MS vs. Sacroiliitis: What Are the Differences?

Table of Contents
View All
Table of Contents

Although both multiple sclerosis (MS) and sacroiliitis can cause lower back or hip pain, they are otherwise unrelated conditions that differ significantly in biology, diagnosis, and treatment.

MS is an autoimmune disease of the brain and spinal cord. Pain in MS is related to either nerve damage or muscle/soft tissue damage that occurs as people with MS try to manage certain MS symptoms like spasticity (muscle stiffness and tightness), numbness, or imbalance.

Sacroiliitis is inflammation of one or both of the sacroiliac (SI) joints. These large joints are located on each side of the body and connect the lower spine to the hip bone. Various health conditions or issues may cause sacroiliitis, including arthritis, pregnancy, trauma, and infection.

This article will provide a general overview of MS and sacroiliitis and highlight key differences between the two conditions.

Person experiencing pain in low back

Nes / Getty Images


Pain in the lower back or hip is a hallmark symptom of sacroiliitis. In MS, lower back/hip pain is not a direct result of the disease but rather a secondary effect of people with MS trying to adapt to their symptoms.

Multiple Sclerosis

MS symptoms arise from interrupted nerve signaling between the brain and spinal cord and the rest of the body.

Pain is a common symptom of MS, and there are two types, which are:

  • Neuropathic pain occurs from nerve damage within the brain and spinal cord. An example of neuropathic pain in MS is a tingling or burning sensation in the feet and legs.
  • Musculoskeletal pain is muscle/soft tissue damage that develops as a person compensates for their MS symptoms. For example, a person may place more weight on one side of their body to compensate for a weak foot or stiff leg. This abnormal stress could lead to hip or lower back pain.

Other common symptoms of MS include:


The main symptom of sacroiliitis is a sharp or aching pain felt in the lower back, hip, and/or buttock. The severity of sacroiliitis pain depends on the degree of inflammation or injury to the joint.

Besides pain, other symptoms of sacroiliitis may include:

  • Radiation or movement of the pain to the leg, groin, or lower abdomen
  • Stiffness in the lower back/hip/buttock upon awakening or after sitting for a long time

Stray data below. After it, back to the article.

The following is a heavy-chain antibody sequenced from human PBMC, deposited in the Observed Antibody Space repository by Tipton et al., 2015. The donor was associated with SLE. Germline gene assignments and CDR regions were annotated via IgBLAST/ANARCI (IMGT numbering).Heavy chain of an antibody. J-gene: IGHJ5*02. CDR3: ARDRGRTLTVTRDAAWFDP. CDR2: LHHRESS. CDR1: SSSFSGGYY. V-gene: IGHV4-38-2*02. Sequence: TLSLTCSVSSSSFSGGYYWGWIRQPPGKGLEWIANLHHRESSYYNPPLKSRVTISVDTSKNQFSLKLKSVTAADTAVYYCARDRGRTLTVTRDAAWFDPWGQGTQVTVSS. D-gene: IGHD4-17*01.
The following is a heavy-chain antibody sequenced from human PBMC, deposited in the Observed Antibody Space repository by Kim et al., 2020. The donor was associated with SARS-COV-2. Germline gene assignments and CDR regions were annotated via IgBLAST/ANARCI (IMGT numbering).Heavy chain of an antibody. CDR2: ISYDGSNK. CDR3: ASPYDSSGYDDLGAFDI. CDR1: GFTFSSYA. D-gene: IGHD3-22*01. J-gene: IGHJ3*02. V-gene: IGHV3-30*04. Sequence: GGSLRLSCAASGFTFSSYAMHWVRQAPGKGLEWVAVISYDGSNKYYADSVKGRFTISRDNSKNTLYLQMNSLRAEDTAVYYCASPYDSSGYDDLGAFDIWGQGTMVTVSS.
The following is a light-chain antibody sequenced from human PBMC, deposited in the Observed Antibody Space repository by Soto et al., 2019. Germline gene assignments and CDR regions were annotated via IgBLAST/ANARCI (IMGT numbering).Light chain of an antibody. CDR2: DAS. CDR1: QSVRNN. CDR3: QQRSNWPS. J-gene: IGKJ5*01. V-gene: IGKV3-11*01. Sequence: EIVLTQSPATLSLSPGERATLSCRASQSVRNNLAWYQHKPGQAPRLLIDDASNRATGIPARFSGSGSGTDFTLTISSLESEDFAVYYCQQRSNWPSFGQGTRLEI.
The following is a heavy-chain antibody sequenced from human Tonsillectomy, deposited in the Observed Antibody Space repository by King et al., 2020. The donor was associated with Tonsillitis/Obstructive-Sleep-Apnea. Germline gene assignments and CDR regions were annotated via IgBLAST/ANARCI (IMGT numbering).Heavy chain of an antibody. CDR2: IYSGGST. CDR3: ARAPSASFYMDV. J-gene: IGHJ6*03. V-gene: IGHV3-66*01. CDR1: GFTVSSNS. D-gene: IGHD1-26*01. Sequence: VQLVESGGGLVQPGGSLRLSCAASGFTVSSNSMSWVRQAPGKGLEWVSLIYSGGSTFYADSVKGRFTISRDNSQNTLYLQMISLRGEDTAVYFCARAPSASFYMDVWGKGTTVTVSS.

• Pain and stiffness that are relieved with physical activity
  • Whole-body (systemic) symptoms like fever or weight loss
Pain in Sacroiliitis
  • Stems from inflammation of the sacroiliac (SI) joint

  • May be accompanied by stiffness or whole-body symptoms like fever or weight loss

Pain in MS
  • Stems directly from nerve damage or indirectly from muscle/soft tissue damage

  • Usually accompanied by other MS symptoms, such as fatigue, spasticity (muscle stiffness), or weakness


MS is an autoimmune condition, and sacroiliitis may be caused by or associated with certain autoimmune conditions. Apart from this general similarity, MS and sacroiliitis are vastly distinct conditions.

Multiple Sclerosis

MS occurs when the immune system malfunctions and attacks nerve fibers and their protective myelin covering in the brain and spinal cord.

Experts do not know why the immune system launches such misguided attacks in MS. It's likely that a combination of factors, both genetic and environmental, are involved.

Some environmental factors potentially linked to MS development include:


The purpose of your SI joints is to facilitate absorption and transmission of any impact from your spine to the lower part of your body.

Inflammation of the sacroiliac joint may be caused by a variety of health conditions or factors.

Some of these conditions and factors are:

  • Ankylosing spondylitis (AS): This is a chronic autoimmune arthritis in which your immune system attacks your spine and sacroiliac joints.
  • Osteoarthritis: This is a noninflammatory type of arthritis that can cause degeneration (wear and tear) of the SI joint.
  • Trauma: Any injury (e.g., car accident or heavy lifting) that affects the lower back, hip, or buttocks may inflame the SI joint.
  • Pregnancy: Increased production of the pregnancy hormone relaxin makes the SI joint less stable and prone to injury. Also, the added weight of pregnancy can cause wear on the SI joint.